Open-Ended

Many design critics and theorists, including me, have commented on the shift from spatial to temporal preoccupations in landscape theory and practice since the late 1980’s. More recently, more premiated entries in large parks competitions, from Landshaftpark Duisburg-Nord, to Fresh Kills, to Downsview Park, have employed design strategies that exploited the temporal qualities of the landscape as a dynamic, performative, open-ended process medium.

Elizabeth K. Meyer, Uncertain Parks: Disturbed Sites, Citizens and Risk Society (2007)

staten island FO

James Corner + Field Operations, Fresh Kills (2000)

Open-Ended

Ideas

Landscape reshapes the world not only because of its physical and experiential characteristics but also because of its eidetic content, its capacity to contain and express ideas and so engage the mind. Moreover, because of its bigness – in both scale and scope – landscape serves as a metaphor for inclusive multiplicity and pluralism, as in a kind of synthetic ‘overview’ that enables differences to play out. In these terms, landscape may still embrace naturalistic and phenomenological experience but its full efficacy is extended to that of a synthetic and strategic art form … James Corner, Eidetic Operations and New Landscapes (1999) russ_deveau_highline_park_35 High Line (Russ Deveau photo)

Ideas

Reappearance

jim copiaIn the opening years of the twenty-first century, that seemingly old-fashioned term landscape has curiously come back into vogue. The reappearance of landscape in the larger cultural imagination is due, in part, to the remarkable rise of environmentalism and a global ecological awareness, to the growth of tourism and the associated needs of regions to retain a sense of unique identity, and to the impacts upon rural areas by massive urban growth. But landscape also affords a range of imaginative and metaphorical associations, especially for many contemporary architects and urbanists.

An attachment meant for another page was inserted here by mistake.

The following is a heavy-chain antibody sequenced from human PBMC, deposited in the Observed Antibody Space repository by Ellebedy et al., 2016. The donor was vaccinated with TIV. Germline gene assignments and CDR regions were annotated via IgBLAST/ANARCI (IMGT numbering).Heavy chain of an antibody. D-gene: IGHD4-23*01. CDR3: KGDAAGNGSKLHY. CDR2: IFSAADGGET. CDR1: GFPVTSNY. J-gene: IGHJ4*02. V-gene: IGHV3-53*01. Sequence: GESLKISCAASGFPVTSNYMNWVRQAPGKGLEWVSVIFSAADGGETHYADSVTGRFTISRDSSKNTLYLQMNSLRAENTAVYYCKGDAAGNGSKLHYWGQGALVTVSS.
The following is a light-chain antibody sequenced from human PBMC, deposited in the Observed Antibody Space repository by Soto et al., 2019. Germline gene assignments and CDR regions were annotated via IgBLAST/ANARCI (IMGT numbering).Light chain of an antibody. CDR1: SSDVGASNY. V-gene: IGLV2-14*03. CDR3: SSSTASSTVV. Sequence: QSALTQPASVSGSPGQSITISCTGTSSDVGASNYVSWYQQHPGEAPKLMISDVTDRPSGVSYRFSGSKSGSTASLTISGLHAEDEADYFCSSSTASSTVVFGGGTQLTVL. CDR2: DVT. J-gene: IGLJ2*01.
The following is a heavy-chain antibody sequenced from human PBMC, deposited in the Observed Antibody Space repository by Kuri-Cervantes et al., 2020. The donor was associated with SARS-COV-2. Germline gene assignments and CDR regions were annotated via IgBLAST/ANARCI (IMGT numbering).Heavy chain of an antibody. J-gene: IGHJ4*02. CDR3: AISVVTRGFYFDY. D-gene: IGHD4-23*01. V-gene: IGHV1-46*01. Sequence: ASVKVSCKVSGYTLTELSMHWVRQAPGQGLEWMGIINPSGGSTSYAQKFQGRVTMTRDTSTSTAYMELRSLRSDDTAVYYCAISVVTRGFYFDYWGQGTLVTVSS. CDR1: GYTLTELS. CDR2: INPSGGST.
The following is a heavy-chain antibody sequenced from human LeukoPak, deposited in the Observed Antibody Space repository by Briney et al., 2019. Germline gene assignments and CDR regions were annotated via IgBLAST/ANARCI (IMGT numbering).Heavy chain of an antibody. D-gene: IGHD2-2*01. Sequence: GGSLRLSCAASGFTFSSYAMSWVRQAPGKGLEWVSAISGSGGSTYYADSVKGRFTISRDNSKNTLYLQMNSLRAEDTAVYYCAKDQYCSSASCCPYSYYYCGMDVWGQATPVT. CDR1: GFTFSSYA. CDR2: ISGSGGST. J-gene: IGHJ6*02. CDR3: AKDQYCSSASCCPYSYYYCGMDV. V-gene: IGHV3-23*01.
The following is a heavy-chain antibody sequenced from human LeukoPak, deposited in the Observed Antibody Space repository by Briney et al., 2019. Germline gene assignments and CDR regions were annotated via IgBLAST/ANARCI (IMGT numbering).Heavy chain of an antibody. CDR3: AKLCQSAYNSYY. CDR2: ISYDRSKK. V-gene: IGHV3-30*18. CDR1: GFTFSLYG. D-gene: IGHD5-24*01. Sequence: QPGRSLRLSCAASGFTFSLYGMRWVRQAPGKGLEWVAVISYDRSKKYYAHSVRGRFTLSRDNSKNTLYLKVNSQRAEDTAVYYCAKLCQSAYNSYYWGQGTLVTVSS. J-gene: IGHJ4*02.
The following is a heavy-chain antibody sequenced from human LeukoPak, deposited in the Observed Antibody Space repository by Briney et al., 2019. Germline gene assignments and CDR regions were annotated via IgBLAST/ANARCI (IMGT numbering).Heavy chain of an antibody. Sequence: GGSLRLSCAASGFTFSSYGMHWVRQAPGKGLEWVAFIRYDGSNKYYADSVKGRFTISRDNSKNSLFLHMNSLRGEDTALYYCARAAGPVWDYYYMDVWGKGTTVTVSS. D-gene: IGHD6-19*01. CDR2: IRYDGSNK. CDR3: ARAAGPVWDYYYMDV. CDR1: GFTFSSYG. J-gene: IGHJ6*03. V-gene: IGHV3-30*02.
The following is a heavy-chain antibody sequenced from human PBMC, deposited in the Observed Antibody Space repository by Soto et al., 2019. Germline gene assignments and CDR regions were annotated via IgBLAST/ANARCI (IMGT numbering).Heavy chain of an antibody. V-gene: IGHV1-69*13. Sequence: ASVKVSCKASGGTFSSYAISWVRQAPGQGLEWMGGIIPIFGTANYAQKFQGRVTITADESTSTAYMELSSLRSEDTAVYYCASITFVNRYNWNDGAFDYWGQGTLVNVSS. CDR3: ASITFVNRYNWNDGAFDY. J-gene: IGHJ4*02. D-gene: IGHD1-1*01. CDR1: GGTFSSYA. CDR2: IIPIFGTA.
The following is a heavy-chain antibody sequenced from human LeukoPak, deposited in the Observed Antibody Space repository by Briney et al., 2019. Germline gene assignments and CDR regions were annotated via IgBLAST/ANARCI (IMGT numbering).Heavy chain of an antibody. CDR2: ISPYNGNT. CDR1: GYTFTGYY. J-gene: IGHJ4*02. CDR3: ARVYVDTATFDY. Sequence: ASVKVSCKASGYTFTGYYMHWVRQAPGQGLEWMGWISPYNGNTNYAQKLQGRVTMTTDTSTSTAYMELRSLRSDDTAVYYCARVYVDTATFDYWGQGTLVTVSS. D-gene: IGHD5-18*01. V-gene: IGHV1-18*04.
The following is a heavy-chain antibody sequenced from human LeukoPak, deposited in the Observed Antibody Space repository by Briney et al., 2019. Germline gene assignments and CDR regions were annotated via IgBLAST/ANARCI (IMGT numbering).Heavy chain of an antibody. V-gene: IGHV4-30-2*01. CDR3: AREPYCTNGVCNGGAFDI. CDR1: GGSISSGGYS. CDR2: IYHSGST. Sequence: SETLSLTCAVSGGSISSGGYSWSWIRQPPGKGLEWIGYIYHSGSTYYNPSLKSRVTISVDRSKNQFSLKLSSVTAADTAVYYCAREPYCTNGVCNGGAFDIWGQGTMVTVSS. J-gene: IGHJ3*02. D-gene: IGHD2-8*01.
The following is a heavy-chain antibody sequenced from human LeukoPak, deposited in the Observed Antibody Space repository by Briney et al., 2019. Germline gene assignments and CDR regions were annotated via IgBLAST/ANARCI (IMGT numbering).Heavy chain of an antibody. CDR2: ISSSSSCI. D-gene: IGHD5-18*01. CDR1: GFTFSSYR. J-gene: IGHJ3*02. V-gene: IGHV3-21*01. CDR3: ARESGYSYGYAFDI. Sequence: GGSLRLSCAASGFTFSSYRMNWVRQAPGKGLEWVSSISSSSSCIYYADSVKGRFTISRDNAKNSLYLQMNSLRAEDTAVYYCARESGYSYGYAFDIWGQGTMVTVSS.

James Corner, Terra Fluxus (2006)

Reappearance

Confusion

img06Relais Landschaftsarchitekten, The Written Garden (2011)

Landscape comes into English language geography primarily from the German landschaft. Much has been written about the fact that the German word means area, without any particularly aesthetic or artistic, or even visual connotations.

Denis Cosgrove, Landscape as cultural product (1984)

The word landscape finds its roots in the Old Dutch word landskip, which designates a stretch of cultivated land. The word paysage in French stems from the Latin word pagus, which simply means an extent of land made by the peasant. In other words, landscape is the belabored making of the peasant, and has nothing to do with the ideal of untouched wilderness.

Christophe Girot, Immanent Landscape (2012)

Historically, landscape has had a range of meanings, some quite unrelated to art. One such meaning applies to civic classification of territory. It has been argued that the German Landshaft or Lantshaft was not originally a view of nature but rather a geographic ares defined by political boundaries. In the late fifteenth century, the land around a town was referred to as its landscape, a meaning that still survives in some places, as in the Swiss canton of Basel Landschaft.

Malcolm Andrews, Landscape and Western Art (1999)

This distinction can be traced back to the Old English term landskip, which at first refered not to land but to a picture of it, as in the later, selectively framed representations of seventeent-century Dutch landschap paintings. Soon after the appearance of this genre of painting the scenic concept was applied to the land itself in the form of large-scale rural vistas, designed estates, and ornamental garden art. Indeed, the development of landscape architecture as a modern profession derives, in large measure, from an impulse to reshape large areas of land according to prior imagining.

James Corner, Eidetic Operations and New Landscapes (1999)

Landscape is a familiar term that is rich and evocative, but also complex and at times confusing.

Simon Swaffield, Landscape as a way of knowing the world (2005)

Confusion

Controversy

Landscape Urbanism describes a disciplinary realignement currently underway in which landscape replaces architecture as the basic building block of contemporary urbanism. For many, across a range of disciplines, landscape has become both the lens through which the contemporary city is represented and the medium through which is constructed.

Charles Waldheim, Landscape as Urbanism (2006)

Consider that landscape urbanism does not exist; that it is nothing more than an advertising campaign intended to promote the writings of its authors, helping them sell books and get promoted. It is another manifesto for a discipline overrun with manifestos. It will soon be replaced with the next forward thinking, ‘big idea’ answer for the problems plaguing contemporary urbanism.

Rather, what does exist are different ways of thinking about landscape, which come from different people, with different histories, voices and contexts.

From the beginning, this process has been about landscape. It has been about ways of thinking about landscape architecture and ways of approaching a post-industrial urbanism and trying to sew it together with places for people, culture and nature.

Leanne Muir, Mapping Landscape Urbanism (2010)

b8e1a7c54004f38ad58d2c5d814df68aJames Corner,  Qianhai Water City (2011)

Controversy